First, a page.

2 dozen soldiers may be charged in Bagram prison deaths

September 2, 2004, Thursday, FINAL EDITION
BYLINE: Tom Squitieri
LENGTH: 467 words

WASHINGTON — More than two dozen U.S. soldiers will face charges for their roles in the deaths of two prisoners in Afghanistan, a U.S. military official said Wednesday. Charges could include negligent homicide for some of those directly involved in the deaths.

One Army reservist has already been charged with assault, maltreatment and dereliction of duty in the deaths of the two prisoners at Bagram Air Base, north of Kabul, in December 2002. The military official, who has been briefed on the investigation, said the additional soldiers will be linked to deaths when Army investigators finalize their report this month.

“The Army wants to ensure all who may have seen, heard and failed to report this are accounted for,” said the official, who would not speak publicly because the investigation is not complete.

Elements of the investigation into the deaths were first reported Wednesday by The Washington Post. The Afghans are the first prisoners the military acknowledges died in U.S. custody since the war on terrorism started in fall 2001.

According to military death certificates, Mullah Habibullah, about 28, and another prisoner identified only as Dilawar, 22, a taxi driver, both died after receiving “blunt-force” injuries to their legs or feet, which can cause fatal blood clots in the lungs.

The two are among at least five suspicious prisoner deaths that have occurred in Afghanistan. Army investigators are continuing to examine the others.

Investigators from the Army’s Criminal Investigation Command are reviewing charges ranging from negligent homicide to dereliction of duty and failure to report an offense for the soldiers involved in the two deaths.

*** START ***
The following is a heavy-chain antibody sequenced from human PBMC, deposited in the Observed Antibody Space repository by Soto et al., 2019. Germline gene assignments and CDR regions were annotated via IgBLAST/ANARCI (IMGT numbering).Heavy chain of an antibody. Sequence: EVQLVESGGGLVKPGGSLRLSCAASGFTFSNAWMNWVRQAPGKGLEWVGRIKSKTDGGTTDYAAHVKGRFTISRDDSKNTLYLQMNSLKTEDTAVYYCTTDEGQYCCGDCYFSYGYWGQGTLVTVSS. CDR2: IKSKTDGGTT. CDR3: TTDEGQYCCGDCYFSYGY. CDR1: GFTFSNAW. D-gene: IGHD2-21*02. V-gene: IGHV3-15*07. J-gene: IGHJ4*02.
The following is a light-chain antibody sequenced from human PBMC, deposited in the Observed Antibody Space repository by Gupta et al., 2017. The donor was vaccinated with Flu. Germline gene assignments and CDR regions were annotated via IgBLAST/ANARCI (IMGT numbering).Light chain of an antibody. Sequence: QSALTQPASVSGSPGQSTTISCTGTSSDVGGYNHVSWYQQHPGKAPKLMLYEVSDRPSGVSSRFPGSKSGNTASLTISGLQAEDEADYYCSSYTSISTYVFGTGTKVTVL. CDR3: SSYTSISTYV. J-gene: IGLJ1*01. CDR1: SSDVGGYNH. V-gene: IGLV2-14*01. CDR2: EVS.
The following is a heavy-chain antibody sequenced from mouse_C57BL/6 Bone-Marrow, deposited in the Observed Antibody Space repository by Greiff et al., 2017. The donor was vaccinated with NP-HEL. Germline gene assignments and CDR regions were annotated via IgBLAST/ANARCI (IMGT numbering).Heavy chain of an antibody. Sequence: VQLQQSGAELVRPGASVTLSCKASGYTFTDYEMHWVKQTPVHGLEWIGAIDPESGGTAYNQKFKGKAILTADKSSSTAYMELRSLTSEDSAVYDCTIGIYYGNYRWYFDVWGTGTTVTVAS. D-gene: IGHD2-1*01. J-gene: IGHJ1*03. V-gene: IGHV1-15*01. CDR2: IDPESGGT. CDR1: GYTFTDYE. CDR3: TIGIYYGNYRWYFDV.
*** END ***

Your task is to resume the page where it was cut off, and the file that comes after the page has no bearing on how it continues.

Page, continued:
All those who will face charges are from the 377th Military Police Company, based in Cincinnati, and the 519th Military Intelligence Battalion, based at Fort Bragg in North Carolina, the official said.

The 519th M.I. Battalion oversaw interrogations at Bagram, and members of that same unit went on to lead the questioning of prisoners at Iraq’s Abu Ghraib prison, where dozens of cases of prisoner abuse occurred.

Charged with assault and other counts is Sgt. James Boland, an Army reservist in the 377th Military Police Company, the Army announced late last month. He is at Fort Knox in Kentucky while his case is pending.

The Army probe of Afghan prisoner deaths is distinct from another investigation being led by Brig. Gen. Charles Jacoby, deputy commander at Bagram Air Base.

Jacoby is investigating the conditions at all the U.S.-run jails in Afghanistan. His report was to have been released in June but has been postponed three times.

Three other major investigations of prisoner deaths, abuse and interrogation policies are also underway.

Five have been completed.

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